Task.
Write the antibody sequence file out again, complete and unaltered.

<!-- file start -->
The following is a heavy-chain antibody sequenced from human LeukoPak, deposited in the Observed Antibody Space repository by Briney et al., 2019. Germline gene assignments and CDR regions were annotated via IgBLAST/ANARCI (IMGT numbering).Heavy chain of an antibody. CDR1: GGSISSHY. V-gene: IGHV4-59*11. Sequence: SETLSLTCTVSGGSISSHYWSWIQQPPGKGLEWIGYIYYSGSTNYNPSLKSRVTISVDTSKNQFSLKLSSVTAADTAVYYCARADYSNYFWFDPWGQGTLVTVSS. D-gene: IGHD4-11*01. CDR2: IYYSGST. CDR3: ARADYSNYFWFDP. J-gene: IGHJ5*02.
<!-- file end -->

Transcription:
The following is a heavy-chain antibody sequenced from human LeukoPak, deposited in the Observed Antibody Space repository by Briney et al., 2019. Germline gene assignments and CDR regions were annotated via IgBLAST/ANARCI (IMGT numbering).Heavy chain of an antibody. CDR1: GGSISSHY. V-gene: IGHV4-59*11. Sequence: SETLSLTCTVSGGSISSHYWSWIQQPPGKGLEWIGYIYYSGSTNYNPSLKSRVTISVDTSKNQFSLKLSSVTAADTAVYYCARADYSNYFWFDPWGQGTLVTVSS. D-gene: IGHD4-11*01. CDR2: IYYSGST. CDR3: ARADYSNYFWFDP. J-gene: IGHJ5*02.